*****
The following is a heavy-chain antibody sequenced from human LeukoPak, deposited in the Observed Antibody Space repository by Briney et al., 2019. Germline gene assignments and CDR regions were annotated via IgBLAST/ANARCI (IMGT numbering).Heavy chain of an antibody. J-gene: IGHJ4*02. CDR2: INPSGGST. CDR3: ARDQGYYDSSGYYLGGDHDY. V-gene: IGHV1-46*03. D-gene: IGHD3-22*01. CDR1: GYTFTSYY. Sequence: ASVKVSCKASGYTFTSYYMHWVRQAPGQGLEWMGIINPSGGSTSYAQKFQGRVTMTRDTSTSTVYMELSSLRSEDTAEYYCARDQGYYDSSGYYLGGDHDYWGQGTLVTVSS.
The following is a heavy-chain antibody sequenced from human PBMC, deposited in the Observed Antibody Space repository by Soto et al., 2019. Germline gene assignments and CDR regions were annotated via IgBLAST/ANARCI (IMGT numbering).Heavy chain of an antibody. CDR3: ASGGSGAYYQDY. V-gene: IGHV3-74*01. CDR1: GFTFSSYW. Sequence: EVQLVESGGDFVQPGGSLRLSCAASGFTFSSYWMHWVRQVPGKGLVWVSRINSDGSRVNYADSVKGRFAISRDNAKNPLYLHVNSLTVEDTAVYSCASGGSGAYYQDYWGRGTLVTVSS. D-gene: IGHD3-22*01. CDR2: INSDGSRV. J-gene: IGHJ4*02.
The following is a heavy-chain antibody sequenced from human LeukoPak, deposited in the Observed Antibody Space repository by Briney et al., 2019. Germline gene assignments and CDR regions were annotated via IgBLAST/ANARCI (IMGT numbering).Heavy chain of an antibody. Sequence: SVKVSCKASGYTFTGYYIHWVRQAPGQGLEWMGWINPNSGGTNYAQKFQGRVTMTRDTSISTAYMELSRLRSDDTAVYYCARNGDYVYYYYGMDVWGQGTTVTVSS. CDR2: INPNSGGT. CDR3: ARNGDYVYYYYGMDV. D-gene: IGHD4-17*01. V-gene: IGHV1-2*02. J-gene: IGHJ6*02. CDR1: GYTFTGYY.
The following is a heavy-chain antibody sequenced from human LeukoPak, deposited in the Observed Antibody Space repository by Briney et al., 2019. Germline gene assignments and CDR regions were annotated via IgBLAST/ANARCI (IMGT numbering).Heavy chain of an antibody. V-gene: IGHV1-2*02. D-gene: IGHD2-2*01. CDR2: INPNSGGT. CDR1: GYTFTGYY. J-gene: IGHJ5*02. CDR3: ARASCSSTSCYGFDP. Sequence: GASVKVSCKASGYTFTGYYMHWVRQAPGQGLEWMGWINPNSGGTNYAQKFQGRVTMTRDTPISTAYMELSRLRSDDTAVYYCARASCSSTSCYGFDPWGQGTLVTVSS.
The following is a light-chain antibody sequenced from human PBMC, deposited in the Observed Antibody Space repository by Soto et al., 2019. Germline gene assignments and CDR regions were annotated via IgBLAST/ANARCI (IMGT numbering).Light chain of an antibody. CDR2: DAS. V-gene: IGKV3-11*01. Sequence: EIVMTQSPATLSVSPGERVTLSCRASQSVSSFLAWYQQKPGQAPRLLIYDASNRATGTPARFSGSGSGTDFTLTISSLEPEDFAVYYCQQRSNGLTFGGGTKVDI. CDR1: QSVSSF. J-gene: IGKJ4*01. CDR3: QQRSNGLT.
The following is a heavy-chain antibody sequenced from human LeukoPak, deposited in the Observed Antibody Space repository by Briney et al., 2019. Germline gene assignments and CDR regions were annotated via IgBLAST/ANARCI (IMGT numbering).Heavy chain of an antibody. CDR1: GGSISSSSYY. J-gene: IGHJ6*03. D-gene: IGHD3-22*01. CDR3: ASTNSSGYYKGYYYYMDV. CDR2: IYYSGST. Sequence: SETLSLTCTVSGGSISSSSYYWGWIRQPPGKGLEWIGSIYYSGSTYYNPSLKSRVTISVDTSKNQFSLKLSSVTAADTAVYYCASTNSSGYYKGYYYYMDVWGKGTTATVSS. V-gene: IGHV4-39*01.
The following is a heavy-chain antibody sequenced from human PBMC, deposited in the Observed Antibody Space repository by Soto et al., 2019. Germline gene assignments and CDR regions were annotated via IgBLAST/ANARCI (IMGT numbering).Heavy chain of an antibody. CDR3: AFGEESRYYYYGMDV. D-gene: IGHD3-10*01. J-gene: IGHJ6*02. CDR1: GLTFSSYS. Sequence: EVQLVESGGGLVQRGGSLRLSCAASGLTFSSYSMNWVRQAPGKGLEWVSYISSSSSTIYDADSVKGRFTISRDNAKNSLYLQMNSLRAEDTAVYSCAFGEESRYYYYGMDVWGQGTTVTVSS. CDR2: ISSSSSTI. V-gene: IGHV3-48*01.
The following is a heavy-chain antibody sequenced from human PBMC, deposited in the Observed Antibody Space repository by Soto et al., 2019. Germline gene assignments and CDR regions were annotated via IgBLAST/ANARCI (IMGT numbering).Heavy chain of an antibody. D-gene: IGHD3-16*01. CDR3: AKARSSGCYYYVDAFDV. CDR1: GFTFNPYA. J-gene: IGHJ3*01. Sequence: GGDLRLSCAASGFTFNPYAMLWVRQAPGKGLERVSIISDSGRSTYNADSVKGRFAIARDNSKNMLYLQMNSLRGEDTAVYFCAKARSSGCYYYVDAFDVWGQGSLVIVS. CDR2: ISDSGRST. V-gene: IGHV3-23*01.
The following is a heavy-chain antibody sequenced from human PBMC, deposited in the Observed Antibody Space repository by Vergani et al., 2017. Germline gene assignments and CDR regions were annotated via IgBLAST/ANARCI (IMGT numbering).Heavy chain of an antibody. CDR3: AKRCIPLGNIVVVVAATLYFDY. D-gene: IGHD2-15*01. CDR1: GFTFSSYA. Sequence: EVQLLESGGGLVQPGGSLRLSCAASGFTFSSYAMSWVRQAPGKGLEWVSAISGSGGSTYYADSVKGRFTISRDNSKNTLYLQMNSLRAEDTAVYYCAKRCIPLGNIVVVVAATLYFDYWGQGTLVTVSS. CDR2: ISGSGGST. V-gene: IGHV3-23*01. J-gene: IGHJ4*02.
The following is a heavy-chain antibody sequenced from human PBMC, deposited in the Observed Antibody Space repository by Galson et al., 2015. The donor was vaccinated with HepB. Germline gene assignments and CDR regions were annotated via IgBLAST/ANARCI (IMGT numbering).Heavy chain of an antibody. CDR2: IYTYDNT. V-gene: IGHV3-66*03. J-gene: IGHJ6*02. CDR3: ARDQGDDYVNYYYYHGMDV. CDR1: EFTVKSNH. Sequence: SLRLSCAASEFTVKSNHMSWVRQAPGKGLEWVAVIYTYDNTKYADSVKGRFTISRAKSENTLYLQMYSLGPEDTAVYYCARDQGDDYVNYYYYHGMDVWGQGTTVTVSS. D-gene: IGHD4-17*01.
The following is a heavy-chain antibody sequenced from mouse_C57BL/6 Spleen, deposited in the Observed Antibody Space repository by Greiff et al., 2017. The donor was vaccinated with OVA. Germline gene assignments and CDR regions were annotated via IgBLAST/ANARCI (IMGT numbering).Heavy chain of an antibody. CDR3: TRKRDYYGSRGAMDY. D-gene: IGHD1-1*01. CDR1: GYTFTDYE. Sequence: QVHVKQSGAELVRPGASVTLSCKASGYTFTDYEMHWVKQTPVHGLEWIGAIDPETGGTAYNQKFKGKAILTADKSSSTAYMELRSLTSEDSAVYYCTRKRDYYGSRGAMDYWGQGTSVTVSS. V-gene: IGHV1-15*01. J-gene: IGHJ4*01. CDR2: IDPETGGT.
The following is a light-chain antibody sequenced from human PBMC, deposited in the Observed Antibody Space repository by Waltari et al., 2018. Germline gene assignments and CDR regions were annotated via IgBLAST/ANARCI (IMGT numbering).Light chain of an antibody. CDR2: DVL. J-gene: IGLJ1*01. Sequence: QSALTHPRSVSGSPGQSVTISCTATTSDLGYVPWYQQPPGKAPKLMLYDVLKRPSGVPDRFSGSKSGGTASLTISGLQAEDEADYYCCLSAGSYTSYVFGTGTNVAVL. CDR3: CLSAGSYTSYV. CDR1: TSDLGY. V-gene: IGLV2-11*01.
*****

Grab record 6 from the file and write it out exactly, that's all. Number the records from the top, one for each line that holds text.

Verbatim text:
The following is a heavy-chain antibody sequenced from human LeukoPak, deposited in the Observed Antibody Space repository by Briney et al., 2019. Germline gene assignments and CDR regions were annotated via IgBLAST/ANARCI (IMGT numbering).Heavy chain of an antibody. CDR1: GGSISSSSYY. J-gene: IGHJ6*03. D-gene: IGHD3-22*01. CDR3: ASTNSSGYYKGYYYYMDV. CDR2: IYYSGST. Sequence: SETLSLTCTVSGGSISSSSYYWGWIRQPPGKGLEWIGSIYYSGSTYYNPSLKSRVTISVDTSKNQFSLKLSSVTAADTAVYYCASTNSSGYYKGYYYYMDVWGKGTTATVSS. V-gene: IGHV4-39*01.